BANGOR, Maine — The state plans to hire an outside provider to run a psychiatric facility in Bangor.
The plan to outsource oversight of the facility drew sharp criticism from a leading Democratic legislator, who accused Gov. Paul LePage of trying to undermine the Legislature’s role in determining how Maine should care for people with acute mental illness.
LePage’s administration earlier this month put out a call for a developer to purchase state-owned land at 159 Hogan Road to build an 8,300-square-foot, secure forensic rehabilitation facility that it would lease for the next 30 years. The facility would house patients found not responsible for crimes they have committed or who are unfit for trial.
“The state will be conducting a separate competitive procurement that seeks a provider to perform the day-to-day operations of the facility,” said David Heidrich, Jr., Department of Administrative and Financial Services director of communications.
But Rep. Drew Gattine, D-Westbrook, the Democrats’ long-standing point person on health and human services issues, said Thursday that he and other legislators believe that the state should run the facility, and questioned how it would pick a provider.
“We want to know what are the vendor qualifications, what is the scope of the treatment, what is the security,” Gattine said. “It’s been developed in a vacuum without input from stakeholders.”
“I think that, really going back for over a century, it’s been a state function to take care of forensic patients. We have a great track record,” he said.
The governor’s office has pitched the new facility as the state’s best hope for recertification of Riverview Psychiatric Center in Augusta, which lost its federal accreditation in 2013 for overcrowding, inadequate staffing and for using handcuffs and stun guns to subdue violent patients.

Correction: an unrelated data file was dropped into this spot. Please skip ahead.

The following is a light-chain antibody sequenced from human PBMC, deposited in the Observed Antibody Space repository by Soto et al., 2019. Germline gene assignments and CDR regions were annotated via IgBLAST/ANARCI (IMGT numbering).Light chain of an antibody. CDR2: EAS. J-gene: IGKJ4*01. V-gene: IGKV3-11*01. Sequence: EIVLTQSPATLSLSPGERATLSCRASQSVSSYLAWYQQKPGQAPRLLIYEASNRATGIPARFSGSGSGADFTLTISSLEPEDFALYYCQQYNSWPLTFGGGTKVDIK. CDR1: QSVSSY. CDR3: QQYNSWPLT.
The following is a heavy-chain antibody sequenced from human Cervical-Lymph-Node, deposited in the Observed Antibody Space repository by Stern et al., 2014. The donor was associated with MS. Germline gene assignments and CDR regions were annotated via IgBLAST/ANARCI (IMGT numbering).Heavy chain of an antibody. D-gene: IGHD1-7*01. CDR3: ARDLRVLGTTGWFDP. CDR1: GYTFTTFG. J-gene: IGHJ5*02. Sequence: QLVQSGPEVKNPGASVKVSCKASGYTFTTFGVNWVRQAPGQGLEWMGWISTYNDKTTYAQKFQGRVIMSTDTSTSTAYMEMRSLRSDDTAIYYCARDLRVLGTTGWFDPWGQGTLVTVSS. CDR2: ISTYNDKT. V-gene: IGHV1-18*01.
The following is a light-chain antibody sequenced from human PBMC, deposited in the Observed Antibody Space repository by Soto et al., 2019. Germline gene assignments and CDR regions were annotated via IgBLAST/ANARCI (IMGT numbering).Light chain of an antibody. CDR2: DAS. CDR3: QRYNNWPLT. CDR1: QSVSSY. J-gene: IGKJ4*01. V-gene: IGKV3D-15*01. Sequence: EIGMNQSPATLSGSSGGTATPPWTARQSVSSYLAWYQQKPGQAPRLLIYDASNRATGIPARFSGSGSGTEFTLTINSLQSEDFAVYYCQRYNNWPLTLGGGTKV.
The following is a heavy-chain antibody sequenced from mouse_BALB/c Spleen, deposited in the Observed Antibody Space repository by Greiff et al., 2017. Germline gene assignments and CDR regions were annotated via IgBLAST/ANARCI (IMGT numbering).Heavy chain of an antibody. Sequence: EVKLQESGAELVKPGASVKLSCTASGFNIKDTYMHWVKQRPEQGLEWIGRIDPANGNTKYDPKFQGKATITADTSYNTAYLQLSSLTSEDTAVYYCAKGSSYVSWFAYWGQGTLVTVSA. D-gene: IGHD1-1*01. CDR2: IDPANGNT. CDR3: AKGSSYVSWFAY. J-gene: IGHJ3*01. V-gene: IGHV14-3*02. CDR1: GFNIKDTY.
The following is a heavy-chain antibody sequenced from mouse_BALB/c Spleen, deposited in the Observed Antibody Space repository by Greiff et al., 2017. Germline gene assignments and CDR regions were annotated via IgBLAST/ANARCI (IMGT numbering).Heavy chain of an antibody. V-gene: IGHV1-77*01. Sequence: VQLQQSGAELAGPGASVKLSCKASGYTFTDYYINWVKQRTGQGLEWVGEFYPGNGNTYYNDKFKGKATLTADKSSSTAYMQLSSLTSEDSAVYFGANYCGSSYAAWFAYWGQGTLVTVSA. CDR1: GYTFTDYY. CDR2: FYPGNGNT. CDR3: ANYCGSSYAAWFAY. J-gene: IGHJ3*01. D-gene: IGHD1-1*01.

“This happens when the staff doesn’t get the support they need,” Gattine said of the decertification. “If the state wants to go in a different direction, I think it’s the state’s responsibility to explain to us why,” he added later.
The governor and Riverview officials say the 92-bed facility is filled with patients who no longer need hospital level care, and they take up much needed beds for those in crisis.
Riverview opened in 2004, replacing the Augusta Mental Health Institute, which began in 1840 as the Maine Insane Hospital. Its roles include treating and housing violent offenders deemed unfit to stand trial or not criminally responsible, and to assess those charged with crimes to determine whether they understand the charges against them and are competent to stand trial.
When the state issued its May 1 request for contractors and developers to register their interest in building a new forensic psychiatric facility in Bangor, Gattine saw it as another maneuver to circumvent legislative approval.
“I think everything he’s been doing in respect to Riverview had been a tactic to get around having to engage with the Legislature,” the Westbrook representative said. “It’s a continued attempt not to engage with the Legislature and to push through or force through something without any public discussion.”
The developer for the project should be selected by mid-August and construction is expected to begin in April 2018 with a March 2019 opening date.